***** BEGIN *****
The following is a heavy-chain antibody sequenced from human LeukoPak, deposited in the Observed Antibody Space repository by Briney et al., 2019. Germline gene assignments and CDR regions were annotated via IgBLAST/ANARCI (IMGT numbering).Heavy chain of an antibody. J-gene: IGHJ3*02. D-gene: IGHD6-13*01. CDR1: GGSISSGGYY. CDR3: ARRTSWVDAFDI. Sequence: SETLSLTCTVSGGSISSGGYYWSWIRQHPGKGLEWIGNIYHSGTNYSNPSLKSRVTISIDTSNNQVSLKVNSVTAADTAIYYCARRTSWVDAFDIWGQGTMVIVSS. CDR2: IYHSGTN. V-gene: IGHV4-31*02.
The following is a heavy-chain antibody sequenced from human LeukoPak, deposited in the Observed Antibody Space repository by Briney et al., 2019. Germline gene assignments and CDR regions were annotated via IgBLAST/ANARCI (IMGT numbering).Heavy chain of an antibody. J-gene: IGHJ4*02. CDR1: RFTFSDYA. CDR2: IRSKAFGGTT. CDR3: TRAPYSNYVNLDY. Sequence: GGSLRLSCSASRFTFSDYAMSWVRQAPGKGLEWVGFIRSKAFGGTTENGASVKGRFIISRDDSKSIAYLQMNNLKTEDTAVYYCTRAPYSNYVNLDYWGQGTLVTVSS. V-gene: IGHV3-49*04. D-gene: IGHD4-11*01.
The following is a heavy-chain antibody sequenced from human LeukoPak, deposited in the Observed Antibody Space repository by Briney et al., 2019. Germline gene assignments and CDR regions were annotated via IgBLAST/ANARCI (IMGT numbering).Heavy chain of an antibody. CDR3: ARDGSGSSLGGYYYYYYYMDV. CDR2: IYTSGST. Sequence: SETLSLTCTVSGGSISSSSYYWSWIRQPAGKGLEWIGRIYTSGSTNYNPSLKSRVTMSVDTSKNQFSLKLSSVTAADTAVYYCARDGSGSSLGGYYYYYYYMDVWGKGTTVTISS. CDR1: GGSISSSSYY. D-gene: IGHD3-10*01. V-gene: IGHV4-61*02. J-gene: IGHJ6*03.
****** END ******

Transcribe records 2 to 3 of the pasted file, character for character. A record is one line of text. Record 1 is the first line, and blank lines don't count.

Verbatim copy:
The following is a heavy-chain antibody sequenced from human LeukoPak, deposited in the Observed Antibody Space repository by Briney et al., 2019. Germline gene assignments and CDR regions were annotated via IgBLAST/ANARCI (IMGT numbering).Heavy chain of an antibody. J-gene: IGHJ4*02. CDR1: RFTFSDYA. CDR2: IRSKAFGGTT. CDR3: TRAPYSNYVNLDY. Sequence: GGSLRLSCSASRFTFSDYAMSWVRQAPGKGLEWVGFIRSKAFGGTTENGASVKGRFIISRDDSKSIAYLQMNNLKTEDTAVYYCTRAPYSNYVNLDYWGQGTLVTVSS. V-gene: IGHV3-49*04. D-gene: IGHD4-11*01.
The following is a heavy-chain antibody sequenced from human LeukoPak, deposited in the Observed Antibody Space repository by Briney et al., 2019. Germline gene assignments and CDR regions were annotated via IgBLAST/ANARCI (IMGT numbering).Heavy chain of an antibody. CDR3: ARDGSGSSLGGYYYYYYYMDV. CDR2: IYTSGST. Sequence: SETLSLTCTVSGGSISSSSYYWSWIRQPAGKGLEWIGRIYTSGSTNYNPSLKSRVTMSVDTSKNQFSLKLSSVTAADTAVYYCARDGSGSSLGGYYYYYYYMDVWGKGTTVTISS. CDR1: GGSISSSSYY. D-gene: IGHD3-10*01. V-gene: IGHV4-61*02. J-gene: IGHJ6*03.